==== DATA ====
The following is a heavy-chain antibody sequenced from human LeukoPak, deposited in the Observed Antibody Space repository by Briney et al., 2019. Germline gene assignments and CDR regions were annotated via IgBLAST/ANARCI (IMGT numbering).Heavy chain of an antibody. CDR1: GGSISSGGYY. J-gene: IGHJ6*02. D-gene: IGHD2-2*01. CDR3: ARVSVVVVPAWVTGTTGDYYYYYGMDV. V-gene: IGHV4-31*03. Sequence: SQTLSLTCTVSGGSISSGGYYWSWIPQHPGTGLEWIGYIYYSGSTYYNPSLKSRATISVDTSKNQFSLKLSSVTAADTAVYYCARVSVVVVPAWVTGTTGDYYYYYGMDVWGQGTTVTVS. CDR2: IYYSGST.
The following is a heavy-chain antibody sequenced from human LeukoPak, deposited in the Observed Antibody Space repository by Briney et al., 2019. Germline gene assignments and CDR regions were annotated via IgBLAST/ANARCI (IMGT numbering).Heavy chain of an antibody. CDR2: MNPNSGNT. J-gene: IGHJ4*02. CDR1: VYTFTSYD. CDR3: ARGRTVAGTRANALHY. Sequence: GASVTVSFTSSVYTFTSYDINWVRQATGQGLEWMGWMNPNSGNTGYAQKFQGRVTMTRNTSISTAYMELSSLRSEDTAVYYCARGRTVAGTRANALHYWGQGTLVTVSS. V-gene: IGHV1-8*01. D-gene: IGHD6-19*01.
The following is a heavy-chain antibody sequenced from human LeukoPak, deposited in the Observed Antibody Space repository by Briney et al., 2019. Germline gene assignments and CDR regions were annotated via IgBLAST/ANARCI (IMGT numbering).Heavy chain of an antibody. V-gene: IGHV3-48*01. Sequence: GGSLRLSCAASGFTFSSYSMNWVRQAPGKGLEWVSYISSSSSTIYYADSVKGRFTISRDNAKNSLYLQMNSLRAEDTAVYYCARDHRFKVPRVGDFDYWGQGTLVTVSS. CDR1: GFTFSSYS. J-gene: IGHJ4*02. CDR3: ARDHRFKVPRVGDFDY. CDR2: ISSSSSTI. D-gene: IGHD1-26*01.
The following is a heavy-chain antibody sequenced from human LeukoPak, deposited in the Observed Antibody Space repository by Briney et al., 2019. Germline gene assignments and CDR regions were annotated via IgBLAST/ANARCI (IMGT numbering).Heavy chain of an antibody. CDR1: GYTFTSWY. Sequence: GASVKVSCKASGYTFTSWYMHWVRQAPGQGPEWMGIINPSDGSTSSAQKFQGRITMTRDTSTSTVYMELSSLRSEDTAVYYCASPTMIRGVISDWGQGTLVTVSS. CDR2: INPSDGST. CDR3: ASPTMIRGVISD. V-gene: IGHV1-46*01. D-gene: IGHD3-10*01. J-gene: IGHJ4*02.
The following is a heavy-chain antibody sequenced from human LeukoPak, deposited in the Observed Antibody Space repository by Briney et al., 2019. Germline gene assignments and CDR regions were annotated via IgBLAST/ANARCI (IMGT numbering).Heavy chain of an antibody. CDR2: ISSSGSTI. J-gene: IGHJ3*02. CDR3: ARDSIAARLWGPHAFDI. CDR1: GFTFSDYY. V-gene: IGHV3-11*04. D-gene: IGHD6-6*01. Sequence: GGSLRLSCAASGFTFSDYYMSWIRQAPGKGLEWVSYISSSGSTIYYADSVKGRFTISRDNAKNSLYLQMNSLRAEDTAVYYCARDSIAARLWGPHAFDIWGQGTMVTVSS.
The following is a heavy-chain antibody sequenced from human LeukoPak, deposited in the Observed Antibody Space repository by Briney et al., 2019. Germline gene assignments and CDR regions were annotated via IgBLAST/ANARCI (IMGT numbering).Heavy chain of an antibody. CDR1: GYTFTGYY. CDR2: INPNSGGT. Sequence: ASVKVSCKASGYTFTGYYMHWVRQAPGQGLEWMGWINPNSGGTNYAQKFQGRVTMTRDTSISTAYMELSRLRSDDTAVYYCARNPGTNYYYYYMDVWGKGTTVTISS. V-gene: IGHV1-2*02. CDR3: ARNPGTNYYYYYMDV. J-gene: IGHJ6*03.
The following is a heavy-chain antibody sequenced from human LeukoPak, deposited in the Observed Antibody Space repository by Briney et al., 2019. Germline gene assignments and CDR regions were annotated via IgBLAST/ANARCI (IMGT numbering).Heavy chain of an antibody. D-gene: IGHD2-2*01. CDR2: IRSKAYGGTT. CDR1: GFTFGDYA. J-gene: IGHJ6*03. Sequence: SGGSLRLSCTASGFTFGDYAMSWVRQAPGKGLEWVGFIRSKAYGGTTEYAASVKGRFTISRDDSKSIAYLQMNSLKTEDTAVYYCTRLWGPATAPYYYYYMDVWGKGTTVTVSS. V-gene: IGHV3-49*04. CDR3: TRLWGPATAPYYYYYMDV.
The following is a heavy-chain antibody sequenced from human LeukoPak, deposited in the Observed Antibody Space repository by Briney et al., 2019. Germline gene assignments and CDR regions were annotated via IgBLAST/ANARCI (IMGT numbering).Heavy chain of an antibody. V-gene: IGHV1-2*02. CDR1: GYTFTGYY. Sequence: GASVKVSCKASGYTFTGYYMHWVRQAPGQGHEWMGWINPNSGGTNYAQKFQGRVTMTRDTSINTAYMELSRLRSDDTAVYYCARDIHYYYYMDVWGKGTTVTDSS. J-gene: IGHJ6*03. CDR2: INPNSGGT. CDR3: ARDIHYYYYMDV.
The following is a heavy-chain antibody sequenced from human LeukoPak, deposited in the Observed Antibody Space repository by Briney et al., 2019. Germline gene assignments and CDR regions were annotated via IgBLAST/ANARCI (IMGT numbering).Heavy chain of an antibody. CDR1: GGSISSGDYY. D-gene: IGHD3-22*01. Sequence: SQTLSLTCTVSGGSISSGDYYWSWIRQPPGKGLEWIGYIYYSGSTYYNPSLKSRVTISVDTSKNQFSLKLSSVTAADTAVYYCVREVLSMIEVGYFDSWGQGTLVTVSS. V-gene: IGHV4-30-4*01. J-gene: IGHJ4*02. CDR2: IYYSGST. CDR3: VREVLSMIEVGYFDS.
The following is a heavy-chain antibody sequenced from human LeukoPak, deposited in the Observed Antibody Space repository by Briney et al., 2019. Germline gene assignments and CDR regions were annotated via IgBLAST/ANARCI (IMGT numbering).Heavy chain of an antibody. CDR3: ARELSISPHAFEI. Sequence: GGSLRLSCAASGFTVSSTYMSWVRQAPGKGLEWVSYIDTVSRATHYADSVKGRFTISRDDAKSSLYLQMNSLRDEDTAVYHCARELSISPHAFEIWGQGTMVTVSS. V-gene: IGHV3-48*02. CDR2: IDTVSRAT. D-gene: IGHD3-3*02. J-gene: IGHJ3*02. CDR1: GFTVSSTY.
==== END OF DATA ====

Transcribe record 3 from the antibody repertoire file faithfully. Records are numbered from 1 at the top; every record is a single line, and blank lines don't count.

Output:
The following is a heavy-chain antibody sequenced from human LeukoPak, deposited in the Observed Antibody Space repository by Briney et al., 2019. Germline gene assignments and CDR regions were annotated via IgBLAST/ANARCI (IMGT numbering).Heavy chain of an antibody. V-gene: IGHV3-48*01. Sequence: GGSLRLSCAASGFTFSSYSMNWVRQAPGKGLEWVSYISSSSSTIYYADSVKGRFTISRDNAKNSLYLQMNSLRAEDTAVYYCARDHRFKVPRVGDFDYWGQGTLVTVSS. CDR1: GFTFSSYS. J-gene: IGHJ4*02. CDR3: ARDHRFKVPRVGDFDY. CDR2: ISSSSSTI. D-gene: IGHD1-26*01.